Strange Wallpaper, Unfortunate Houseplants

Strange Wallpaper, Unfortunate Houseplants Installations by Kristin Wenzel Marcel Raabe (English)

In contrast to the insidious changing trends in fashion and design, which are only in retrospective regarded as stylistic eras, aesthetic breaks are radically synchronized to instances of abrupt social change. These circumstances take place along the boundaries of design because production conditions and materials change, availability and consumer needs shift, and politics transform. The collective character repertoire laid out in public works of art, television series, hit music, fonts and product designs, food packaging and advertisements, is much more than just a source of nostalgia. It becomes a code of a dispersed society.

The artist Kristin Wenzel, born in Gotha in 1983, arranges her installations and reliefs in the stylistic motive of the so-called 'third generation of Eastern Germany.' She was born in the GDR and grew up in the FRG with images emblematic of the mood and time. Take the palm tree photo wallpaper, at the time it was a projection of an inaccessible geographical distance, but now it stands for the temporal distance of childhood.

Between home and strangers, wanderlust and diffuse yearnings, Kristin Wenzel moves through an emotional world of romanticism where today artificial ruins are made up of concrete forms from crumbling backyard cultivations. "I regularly scourge through my archive of childhood photos when I am confronted by a certain memory. I've noticed that on playgrounds, on sports grounds and in summer camp on the Baltic Sea - these walls with the cast concrete blocks are everywhere. "

The constructivist artists Karl-Heinz Adler and Friedrich Kracht inspire the motif, often recurring in Kristin Wenzel’s installations. Since the 1960s, their series of concrete prefabricated forms can be found nation wide in city furnishings and façade design.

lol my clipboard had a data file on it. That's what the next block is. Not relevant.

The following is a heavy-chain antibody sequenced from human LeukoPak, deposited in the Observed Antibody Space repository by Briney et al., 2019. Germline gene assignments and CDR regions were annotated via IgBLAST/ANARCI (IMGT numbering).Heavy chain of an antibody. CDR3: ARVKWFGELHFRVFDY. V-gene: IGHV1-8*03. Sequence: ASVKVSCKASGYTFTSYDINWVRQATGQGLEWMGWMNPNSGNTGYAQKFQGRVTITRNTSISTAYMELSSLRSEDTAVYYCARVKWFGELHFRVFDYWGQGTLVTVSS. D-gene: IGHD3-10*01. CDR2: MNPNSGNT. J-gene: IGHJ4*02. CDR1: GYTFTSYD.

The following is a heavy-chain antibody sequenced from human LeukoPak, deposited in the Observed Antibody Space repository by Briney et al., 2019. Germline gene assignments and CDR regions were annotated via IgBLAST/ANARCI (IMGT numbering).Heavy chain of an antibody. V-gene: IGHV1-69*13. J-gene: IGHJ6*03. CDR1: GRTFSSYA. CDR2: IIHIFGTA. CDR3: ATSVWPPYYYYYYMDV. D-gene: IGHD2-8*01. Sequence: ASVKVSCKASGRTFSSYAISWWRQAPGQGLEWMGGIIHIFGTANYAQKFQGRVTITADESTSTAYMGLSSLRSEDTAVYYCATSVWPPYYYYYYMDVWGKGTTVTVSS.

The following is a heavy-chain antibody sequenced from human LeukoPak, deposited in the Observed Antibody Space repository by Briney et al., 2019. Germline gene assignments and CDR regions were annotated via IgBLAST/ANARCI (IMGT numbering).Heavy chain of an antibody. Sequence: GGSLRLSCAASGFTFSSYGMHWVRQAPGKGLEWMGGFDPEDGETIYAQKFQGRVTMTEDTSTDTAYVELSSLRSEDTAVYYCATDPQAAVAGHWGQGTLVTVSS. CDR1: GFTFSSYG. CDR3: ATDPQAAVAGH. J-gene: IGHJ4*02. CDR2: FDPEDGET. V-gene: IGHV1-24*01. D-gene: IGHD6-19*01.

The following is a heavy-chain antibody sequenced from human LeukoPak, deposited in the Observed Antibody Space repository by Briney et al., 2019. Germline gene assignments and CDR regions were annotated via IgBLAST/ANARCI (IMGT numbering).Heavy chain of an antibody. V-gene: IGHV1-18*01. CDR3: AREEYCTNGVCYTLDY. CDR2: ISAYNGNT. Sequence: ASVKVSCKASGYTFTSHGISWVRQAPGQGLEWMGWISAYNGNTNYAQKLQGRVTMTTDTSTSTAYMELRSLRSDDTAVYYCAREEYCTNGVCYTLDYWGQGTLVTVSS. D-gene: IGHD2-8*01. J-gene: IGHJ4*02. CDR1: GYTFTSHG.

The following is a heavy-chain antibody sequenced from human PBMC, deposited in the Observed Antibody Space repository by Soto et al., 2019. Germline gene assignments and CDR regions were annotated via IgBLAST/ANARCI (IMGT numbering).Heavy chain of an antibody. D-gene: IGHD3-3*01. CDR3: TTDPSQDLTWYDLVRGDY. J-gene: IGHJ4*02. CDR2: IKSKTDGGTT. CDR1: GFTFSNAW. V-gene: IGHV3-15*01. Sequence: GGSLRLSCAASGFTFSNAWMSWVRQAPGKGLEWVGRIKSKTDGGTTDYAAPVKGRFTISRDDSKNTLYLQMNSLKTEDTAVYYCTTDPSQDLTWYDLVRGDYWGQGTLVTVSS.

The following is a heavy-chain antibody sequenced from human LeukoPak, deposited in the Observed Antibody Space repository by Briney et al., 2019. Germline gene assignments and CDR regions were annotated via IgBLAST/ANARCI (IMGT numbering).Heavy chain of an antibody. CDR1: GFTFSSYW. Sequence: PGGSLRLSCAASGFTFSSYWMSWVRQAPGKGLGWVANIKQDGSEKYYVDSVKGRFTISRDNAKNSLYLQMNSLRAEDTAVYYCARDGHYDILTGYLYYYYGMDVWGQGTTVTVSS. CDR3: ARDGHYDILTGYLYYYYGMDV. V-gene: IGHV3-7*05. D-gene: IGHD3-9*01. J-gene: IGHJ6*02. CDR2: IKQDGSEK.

"The architecture of the former 'Eastern bloc states' was the expression of utopia, but today we see it as a failure. Nevertheless, when you witness the buildings or parts of the city, you sense both, the disappointment but also the feeling of 'we dreamt something.' The cast-concrete walls stand to represent this duplicity as a sign."

These cast concrete blocks undermine the functionality of a wall because you can see through it.

The utopian aspiration of delimitation and permeability has not been resolved by society in its seclusiveness. The concrete raster is thus read as a sign of a defeated history. Precisely because they are disappearing, they are then also preserved.

The less robust post-production by Kristin Wenzel of cardboard or wooden fiber sheets reflects the paradoxes of the monuments and architectural backgrounds of past societies. Art created for an eternity of public space display has the property of remarkable short-livedness.

"I am developing my own lexicon of images," says Kristin Wenzel.

Starting with a collection of old postcards, her personal childhood and family photos as well as travel photography, she creates a space to experience memories from the variety of patterns, objects, wall-models and photographic scenes. The accumulated objects do not carry an air of 'authenticity,' but rather evoke private scenarios or archives. Symbolizing a shared history through all these reproduction technologies, photo albums, holiday postcards, slide shows, display a common lineage through their presentation of collective imagery.

Marcel Raabe lives and works as a journalist and author in Leipzig.